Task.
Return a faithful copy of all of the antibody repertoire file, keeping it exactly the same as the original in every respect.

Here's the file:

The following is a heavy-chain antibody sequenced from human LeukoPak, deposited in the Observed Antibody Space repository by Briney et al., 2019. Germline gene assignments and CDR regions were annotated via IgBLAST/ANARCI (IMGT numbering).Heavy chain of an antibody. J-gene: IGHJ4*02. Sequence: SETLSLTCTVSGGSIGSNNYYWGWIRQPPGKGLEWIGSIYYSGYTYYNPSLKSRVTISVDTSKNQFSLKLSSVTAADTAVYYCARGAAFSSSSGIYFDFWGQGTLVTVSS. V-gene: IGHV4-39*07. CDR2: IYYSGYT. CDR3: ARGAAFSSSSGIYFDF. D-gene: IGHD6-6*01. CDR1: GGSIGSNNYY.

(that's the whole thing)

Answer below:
The following is a heavy-chain antibody sequenced from human LeukoPak, deposited in the Observed Antibody Space repository by Briney et al., 2019. Germline gene assignments and CDR regions were annotated via IgBLAST/ANARCI (IMGT numbering).Heavy chain of an antibody. J-gene: IGHJ4*02. Sequence: SETLSLTCTVSGGSIGSNNYYWGWIRQPPGKGLEWIGSIYYSGYTYYNPSLKSRVTISVDTSKNQFSLKLSSVTAADTAVYYCARGAAFSSSSGIYFDFWGQGTLVTVSS. V-gene: IGHV4-39*07. CDR2: IYYSGYT. CDR3: ARGAAFSSSSGIYFDF. D-gene: IGHD6-6*01. CDR1: GGSIGSNNYY.